I had given up my legal career to pursue something I loved, and now that “something” was gone. In my sadness, I made a commitment to myself. I promised me that I would become the healthiest version of myself. I promised that I would remove the yo-yo aspect of my life and I would find a healthy way to fuel and move my body. I was successful. I surprised myself. I loved the process.

One day, as I stood in the back of my large Zumba class, the instructor called me up to the stage and asked me to lead a song with her. At that moment, with my feet on the wood of the stage, I knew I would become an instructor. That beginning led to a lengthy career teaching classes, workshops, and webinars, and now speaking on stages large and small.

Each of us has countless passions, loves, gifts, and talents that have been placed inside our innermost cores. It is up to us to spend our lifetimes experiencing as many of those elements as we can. If we picked a new talent and a new passion every day of our lives, we would still have some that are untapped/unknown. For some, that may seem daunting, but for me, it is the most exhilarating news.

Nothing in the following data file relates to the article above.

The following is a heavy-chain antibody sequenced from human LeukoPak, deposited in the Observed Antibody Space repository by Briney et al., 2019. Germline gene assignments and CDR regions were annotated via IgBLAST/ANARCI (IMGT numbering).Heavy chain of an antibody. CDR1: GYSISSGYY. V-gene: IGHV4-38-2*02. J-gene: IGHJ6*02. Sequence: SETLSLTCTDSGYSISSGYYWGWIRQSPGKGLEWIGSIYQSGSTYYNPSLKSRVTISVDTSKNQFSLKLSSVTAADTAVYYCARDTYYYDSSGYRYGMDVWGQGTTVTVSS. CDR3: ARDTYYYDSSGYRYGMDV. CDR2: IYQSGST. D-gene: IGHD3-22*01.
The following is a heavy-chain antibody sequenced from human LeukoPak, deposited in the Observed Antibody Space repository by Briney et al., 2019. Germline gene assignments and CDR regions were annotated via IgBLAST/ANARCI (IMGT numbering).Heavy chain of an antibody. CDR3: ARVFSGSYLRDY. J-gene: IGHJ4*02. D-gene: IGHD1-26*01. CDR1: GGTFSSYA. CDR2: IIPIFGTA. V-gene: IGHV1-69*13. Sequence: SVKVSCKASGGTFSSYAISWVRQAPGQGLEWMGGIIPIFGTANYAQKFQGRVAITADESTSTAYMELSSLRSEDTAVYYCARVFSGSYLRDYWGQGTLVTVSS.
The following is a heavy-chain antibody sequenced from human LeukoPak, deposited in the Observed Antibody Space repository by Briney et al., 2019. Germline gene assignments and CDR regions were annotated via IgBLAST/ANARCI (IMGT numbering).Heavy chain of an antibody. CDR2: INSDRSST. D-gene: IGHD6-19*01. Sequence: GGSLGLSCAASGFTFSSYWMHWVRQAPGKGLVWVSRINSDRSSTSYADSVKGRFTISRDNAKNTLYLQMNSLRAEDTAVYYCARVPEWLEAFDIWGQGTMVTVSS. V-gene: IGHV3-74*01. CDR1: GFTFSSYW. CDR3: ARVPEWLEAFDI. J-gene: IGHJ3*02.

How have you cultivated resilience throughout your life? Did you have any experiences growing up they have contributed to building your resiliency? Can you share a story?

I began cultivating my resilience muscle at a young age. In my earliest grades, I remember being the only black girl in my class, and there were those who were accepting and loving, and those who called me names. That happened multiple times in my early life, and I had to develop ways to respond while still enjoying my life.

I grew my resilience muscle when I was in junior high and they didn’t let me play Juliet from Romeo and Juliet because of the color of my skin, and when no one would ask me to dance during the square-dancing segments in gym class.

I also exercised my resilience when my college advisor tried to convince me, without reason, not to attend law school.

The foundations of my resilience muscles were set during my formative years growing up with family at home. So, even if someone calls me names, provides false information, or tries to discourage me from taking an opportunity, they have no effect on what’s most important — my character. They can’t change my values or my spirit. I learned young that I am greater than whatever challenging circumstances may present themselves.

Resilience is like a muscle that can be strengthened. In your opinion, what are five steps that someone can take to become more resilient? Please share a story or an example for each.